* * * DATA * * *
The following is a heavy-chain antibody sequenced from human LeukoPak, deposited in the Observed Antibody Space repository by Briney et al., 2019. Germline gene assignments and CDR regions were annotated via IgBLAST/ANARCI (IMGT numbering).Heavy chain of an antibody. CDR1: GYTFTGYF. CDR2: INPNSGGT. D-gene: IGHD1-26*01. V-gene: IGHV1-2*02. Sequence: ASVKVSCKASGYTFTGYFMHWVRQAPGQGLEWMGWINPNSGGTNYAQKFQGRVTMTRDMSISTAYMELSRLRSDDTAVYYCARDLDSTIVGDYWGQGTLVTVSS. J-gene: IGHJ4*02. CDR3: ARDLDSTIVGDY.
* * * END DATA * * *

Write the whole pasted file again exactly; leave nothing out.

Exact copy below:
The following is a heavy-chain antibody sequenced from human LeukoPak, deposited in the Observed Antibody Space repository by Briney et al., 2019. Germline gene assignments and CDR regions were annotated via IgBLAST/ANARCI (IMGT numbering).Heavy chain of an antibody. CDR1: GYTFTGYF. CDR2: INPNSGGT. D-gene: IGHD1-26*01. V-gene: IGHV1-2*02. Sequence: ASVKVSCKASGYTFTGYFMHWVRQAPGQGLEWMGWINPNSGGTNYAQKFQGRVTMTRDMSISTAYMELSRLRSDDTAVYYCARDLDSTIVGDYWGQGTLVTVSS. J-gene: IGHJ4*02. CDR3: ARDLDSTIVGDY.